A pop-up in New York’s SoHo district is merging music, technology, and experiential marketing in a fun, dynamic way.
Part of Sony’s ongoing “Lost in Music” campaign, the Mulberry Street pop-up features an interactive song creation experience that generates an individualized tune for each visitor on the spot.
“Powered by cutting-edge Sony technology, this audio-visual experience invites you to create a personalized ‘MeMix’ music track based on your unique personal rhythm and your interactions with our immersive, walkthrough set,” explains Sony’s site for the campaign.
The tech reads the visitor’s body language as well as their heartbeat, then translates this information into a musical track that’s matched to the rhythm of their heartbeats. The personalized track is then made available for download.
Sony’s use of technology in the experiential marketing space echoes the findings of event software maker Bizzabo, whose recent study indicates that the majority of trade show marketers see a positive ROI when technology that engages audiences in their events is implemented.
“According to the report, 80 percent of marketers believe live events are critical to their company’s success and that events are the most effective method for promoting a brand or product, at 31 percent,” writes Lauren Berbarian for the Trade Show News Network. She adds that “86 percent of event marketers believe that technology can have a major positive impact on the success of their events.”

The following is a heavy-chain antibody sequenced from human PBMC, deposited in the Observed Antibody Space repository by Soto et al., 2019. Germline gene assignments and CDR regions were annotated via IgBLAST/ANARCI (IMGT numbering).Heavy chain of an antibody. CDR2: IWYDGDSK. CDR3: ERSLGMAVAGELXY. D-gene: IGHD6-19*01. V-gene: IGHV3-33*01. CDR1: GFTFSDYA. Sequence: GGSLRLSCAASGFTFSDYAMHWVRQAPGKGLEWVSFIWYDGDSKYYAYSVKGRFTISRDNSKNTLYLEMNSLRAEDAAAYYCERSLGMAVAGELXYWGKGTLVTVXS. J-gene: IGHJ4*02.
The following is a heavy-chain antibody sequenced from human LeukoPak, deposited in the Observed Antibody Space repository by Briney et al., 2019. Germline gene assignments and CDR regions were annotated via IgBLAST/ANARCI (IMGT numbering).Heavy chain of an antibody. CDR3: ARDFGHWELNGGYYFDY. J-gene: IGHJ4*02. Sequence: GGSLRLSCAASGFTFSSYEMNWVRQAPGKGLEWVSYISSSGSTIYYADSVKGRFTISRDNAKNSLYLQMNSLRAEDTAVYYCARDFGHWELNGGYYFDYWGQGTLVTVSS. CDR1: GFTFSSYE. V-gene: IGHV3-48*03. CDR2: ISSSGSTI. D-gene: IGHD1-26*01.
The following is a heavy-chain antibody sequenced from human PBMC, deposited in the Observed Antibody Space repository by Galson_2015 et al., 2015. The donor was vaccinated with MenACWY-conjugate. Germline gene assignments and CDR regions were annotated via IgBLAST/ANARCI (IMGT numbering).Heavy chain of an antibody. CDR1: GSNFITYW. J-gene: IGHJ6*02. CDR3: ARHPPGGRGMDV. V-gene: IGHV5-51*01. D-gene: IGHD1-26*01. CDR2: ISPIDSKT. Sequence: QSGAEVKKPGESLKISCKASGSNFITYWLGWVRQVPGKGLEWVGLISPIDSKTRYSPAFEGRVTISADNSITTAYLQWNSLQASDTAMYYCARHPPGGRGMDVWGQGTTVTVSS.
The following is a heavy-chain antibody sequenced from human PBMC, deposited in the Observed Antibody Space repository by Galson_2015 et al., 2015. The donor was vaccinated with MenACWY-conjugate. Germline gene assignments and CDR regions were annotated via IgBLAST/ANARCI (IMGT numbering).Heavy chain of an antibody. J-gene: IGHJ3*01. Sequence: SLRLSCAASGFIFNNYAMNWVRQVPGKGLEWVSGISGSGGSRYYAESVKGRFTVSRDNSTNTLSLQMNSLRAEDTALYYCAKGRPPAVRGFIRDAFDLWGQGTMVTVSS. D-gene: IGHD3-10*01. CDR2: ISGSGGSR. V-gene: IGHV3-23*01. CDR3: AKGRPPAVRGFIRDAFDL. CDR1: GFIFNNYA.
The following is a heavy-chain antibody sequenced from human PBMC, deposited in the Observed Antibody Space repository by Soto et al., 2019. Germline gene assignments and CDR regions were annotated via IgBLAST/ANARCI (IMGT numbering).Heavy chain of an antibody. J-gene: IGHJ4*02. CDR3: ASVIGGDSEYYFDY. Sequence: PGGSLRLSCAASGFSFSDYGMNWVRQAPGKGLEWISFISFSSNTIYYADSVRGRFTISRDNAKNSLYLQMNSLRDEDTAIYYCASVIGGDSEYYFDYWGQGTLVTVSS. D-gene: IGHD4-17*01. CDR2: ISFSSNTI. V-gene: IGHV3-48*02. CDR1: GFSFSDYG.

What this suggests for event marketers is that meaningful use of technology in trade show experiences is worth the investment.
But what does “meaningful” mean in this context? Personal. In fact, extremely personal. The interactive element of Sony’s “MeMix” isn’t just customized to the end-user, it’s a direct reflection of them and their biology at that moment. It spurs a sense of serendipity and results in a personal anthem that’s as unique as their own fingerprints or DNA. And, naturally, they have to trade some contact data to download it.
Technology is often berated as an alienating force in our culture (i.e., the zombie hordes of people, eyes downcast on their phones, shuffling through the tradeshow pavilion). But when infused, if not dependent, on humanity as with “MeMix,” technology in the trade show space can not only connect us to each other — it can even connect us to ourselves.